This note was originally published at 8am on October 16, 2012 for Hedgeye subscribers.
“Entrepreneurs and their small enterprises are responsible for almost all the economic growth in the United States.”
Former Hedgeye Intern Brennan Turner recently started a company called FarmLead. He has an ambitious goal which is to create the largest online grain trading platform in the recently deregulated Canadian wheat market. Every day Turner sends out a morning recap of the action in the global grain markets from his office in the north Canadian outpost of Saskatoon. Like a true entrepreneur he is focused on growth, and so ends each morning commentary with the salutation: “To growth”.
In recent weeks, we’ve had some government economic data reported in the United States that has suggested growth may be on its way back. I’m not a conspiracy theorist, but under closer examination the data is probably more suspect than reliable. The specific examples I’m thinking of include:
- Advanced monthly retail sales – According to preliminary estimates, retail sales were up +5.4% for the month. This is meaningfully above the 20-year average and an acceleration over the prior month. The caveat is that this is a seasonally adjusted number. In fact, the seasonal adjustment was $22 billion. For comparison, the seasonal adjustment in 2012 was $12 billion. So the biggest growth component of retail sales was the Commerce Department’s seasonal adjustment which was up a staggering 83% year-over-year.
- Jobless claims – Last week jobless claims appeared to show meaningful improvement and fell 28,000 to 339,000. At face value, this is a meaningful week-over-week improvement. The caveat of this number was of course that one “large” state was excluded, which diminishes the improvement.
- Jobs report – Jack Welch probably made the most noise around the jobs report two weeks ago when he tweeted, “Unbelievable jobs numbers … these Chicago guys will do anything … can’t debate so change numbers.” The reality of the jobs report is that the headline number of 7.8% was a misleading statistic, although it likely wasn’t conjured up in the Obama campaign office. The key reason that the unemployment rate is dropping is because labor force participation is literally at 20-year low of 64%.
Not surprisingly there was some furor over Welch’s tweet and as a result he wrote an op-ed in the Wall Street Journal the next day clarifying his statement. A point that is worth highlighting from his op-ed is the following:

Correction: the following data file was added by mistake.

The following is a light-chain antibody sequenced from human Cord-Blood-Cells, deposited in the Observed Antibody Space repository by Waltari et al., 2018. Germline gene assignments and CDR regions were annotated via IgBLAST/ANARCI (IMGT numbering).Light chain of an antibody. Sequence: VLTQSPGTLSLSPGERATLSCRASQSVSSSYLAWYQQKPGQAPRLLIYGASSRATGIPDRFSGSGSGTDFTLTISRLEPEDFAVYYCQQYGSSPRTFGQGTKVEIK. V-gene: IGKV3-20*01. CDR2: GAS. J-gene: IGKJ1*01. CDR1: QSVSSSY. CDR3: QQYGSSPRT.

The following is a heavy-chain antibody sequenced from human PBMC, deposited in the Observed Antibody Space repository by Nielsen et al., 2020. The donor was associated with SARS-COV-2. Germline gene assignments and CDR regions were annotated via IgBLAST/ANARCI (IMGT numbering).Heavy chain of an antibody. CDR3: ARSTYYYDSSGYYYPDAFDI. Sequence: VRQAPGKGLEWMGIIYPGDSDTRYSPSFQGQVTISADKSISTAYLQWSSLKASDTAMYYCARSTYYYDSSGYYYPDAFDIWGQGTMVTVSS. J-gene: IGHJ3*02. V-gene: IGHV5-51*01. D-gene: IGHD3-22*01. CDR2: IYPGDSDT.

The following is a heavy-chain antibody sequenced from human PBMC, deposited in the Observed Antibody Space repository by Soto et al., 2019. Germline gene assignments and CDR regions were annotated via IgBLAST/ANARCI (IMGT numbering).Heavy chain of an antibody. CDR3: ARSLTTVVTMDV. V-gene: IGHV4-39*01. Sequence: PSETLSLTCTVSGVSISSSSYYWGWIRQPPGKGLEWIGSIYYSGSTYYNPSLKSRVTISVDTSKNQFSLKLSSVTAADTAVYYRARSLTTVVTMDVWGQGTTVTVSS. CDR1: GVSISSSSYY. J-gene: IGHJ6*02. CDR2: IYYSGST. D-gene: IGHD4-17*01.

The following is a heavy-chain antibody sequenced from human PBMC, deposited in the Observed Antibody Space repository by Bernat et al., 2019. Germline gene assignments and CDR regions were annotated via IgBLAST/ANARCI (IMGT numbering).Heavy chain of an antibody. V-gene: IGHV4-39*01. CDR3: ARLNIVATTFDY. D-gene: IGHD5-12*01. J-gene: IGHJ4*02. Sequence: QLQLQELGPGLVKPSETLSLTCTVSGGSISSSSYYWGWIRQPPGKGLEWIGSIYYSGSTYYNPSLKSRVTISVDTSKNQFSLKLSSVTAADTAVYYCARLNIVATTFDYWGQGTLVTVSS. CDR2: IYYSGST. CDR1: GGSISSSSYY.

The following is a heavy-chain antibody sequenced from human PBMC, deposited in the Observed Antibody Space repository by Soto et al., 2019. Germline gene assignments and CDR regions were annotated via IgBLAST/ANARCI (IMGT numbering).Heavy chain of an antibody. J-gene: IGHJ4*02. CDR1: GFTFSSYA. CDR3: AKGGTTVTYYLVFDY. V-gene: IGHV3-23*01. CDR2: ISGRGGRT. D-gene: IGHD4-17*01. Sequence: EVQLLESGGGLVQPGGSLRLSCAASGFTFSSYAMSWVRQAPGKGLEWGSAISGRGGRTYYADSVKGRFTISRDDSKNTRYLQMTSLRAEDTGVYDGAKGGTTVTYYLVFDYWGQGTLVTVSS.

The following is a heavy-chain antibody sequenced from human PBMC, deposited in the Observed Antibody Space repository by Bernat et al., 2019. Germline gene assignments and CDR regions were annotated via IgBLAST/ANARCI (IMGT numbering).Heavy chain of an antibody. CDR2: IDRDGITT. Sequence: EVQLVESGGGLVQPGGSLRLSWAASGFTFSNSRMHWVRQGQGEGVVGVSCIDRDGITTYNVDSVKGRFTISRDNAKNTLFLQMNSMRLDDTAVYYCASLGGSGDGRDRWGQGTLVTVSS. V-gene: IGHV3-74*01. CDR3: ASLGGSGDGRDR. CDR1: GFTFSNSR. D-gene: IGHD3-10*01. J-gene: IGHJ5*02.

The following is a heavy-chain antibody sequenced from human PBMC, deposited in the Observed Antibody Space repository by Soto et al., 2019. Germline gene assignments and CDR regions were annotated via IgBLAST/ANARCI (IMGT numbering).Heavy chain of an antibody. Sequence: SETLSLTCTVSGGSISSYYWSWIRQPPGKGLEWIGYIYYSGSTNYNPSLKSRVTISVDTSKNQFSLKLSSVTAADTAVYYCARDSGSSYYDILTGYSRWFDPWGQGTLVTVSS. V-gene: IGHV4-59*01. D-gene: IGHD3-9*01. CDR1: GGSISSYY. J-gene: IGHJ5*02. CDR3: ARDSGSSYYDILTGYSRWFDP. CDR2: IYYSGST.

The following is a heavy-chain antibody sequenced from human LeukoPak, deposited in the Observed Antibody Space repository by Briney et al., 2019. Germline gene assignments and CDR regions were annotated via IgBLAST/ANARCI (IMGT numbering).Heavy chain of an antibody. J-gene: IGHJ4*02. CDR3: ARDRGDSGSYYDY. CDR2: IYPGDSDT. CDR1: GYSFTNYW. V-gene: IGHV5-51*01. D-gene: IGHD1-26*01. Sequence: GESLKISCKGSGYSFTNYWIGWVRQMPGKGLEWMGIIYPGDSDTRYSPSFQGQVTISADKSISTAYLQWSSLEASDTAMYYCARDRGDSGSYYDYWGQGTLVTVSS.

“Meanwhile, we're told in the BLS report that in the months of August and September, federal, state and local governments added 602,000 workers to their payrolls, the largest two-month increase in more than 20 years. And the BLS tells us that, overall, 873,000 workers were added in September, the largest one-month increase since 1983, during the booming Reagan recovery.”
Similar to the retail sales numbers, the seasonality reported in the jobs numbers this year appears to be seeing an accelerated adjustment. Once again, this isn’t a conspiracy theory statement, but rather a red flag as it relates to reading too much into some of the recently reported U.S. economic data. Unlike one of our competitors who took up their Q3 GDP estimate yesterday on the back of growth in seasonality adjustments, we are not there yet.
Tonight we are likely to get a lot of discussion about future economic growth in the United States as President Obama meets Governor Romney tonight for the second Presidential debate. The lead in quote from Ronald Reagan was not an attempt at a political statement, but rather an allusion to tonight in which it is likely both candidates refer to predecessors that they hope to emulate to stimulate growth.
According to the average of the most recent six major national polls, this race is basically a dead heat at 47.3 to 47.3. Some of the polls, like the most recent Washington Post Poll that has Obama up three points, still appear to have some Democratic skew (Democratic ID of 35% versus Republican ID of 26%), but in general this race is definitely in the category of too close to call. Tonight, Obama has a chance to re-establish himself, but even so the damage is likely done from the first debate and we will likely stay tight into election-day.
As is typical for modern Presidential politics, this race is once again going to come down to the battleground states. On this front, we will be joined next week on October 24th by Professor Ken Bickers from the University of Colorado, who has done a historical analysis of state-by-state economic indicators as a method of predicting Electoral College results. His work has predicted every Presidential election accurately since 1980. The dial-in will be circulated to our Macro clients in advance, but if you aren’t a macro client and are interested in gaining access to this call please email firstname.lastname@example.org.
Flipping to Europe briefly, Spain has obviously been in the news over the last couple days. It appears that the Spaniards will be requesting some form of aid, which is increasingly likely to be a credit line as opposed to a full blown bailout. The Spanish 10-year, while still below 6.0%, did accelerate over night from 5.72% to 5.83%. As always, though, the root of Europe’s issues are in expectations as much as anything and as it relates to potential Spanish intervention an unnamed Spanish Finance Ministry official said the following:
“He suggested that the day following a request, interest rates on Spanish debt could fall by 150 bps, while the Spanish stock market could surge 15%.”
We’d probably take the other side of that.
Our immediate-term risk ranges for Gold, Oil (Brent), US Dollar, EUR/USD, UST 10yr Yield, and the SP500 are now $1739-1769, $112.67-116.29, $79.24-80.06, $1.28-1.30, 1.64-1.72%, and 1419-1444, respectively.
Keep your head up and stick on the ice,
Daryl G. Jones
Director of Research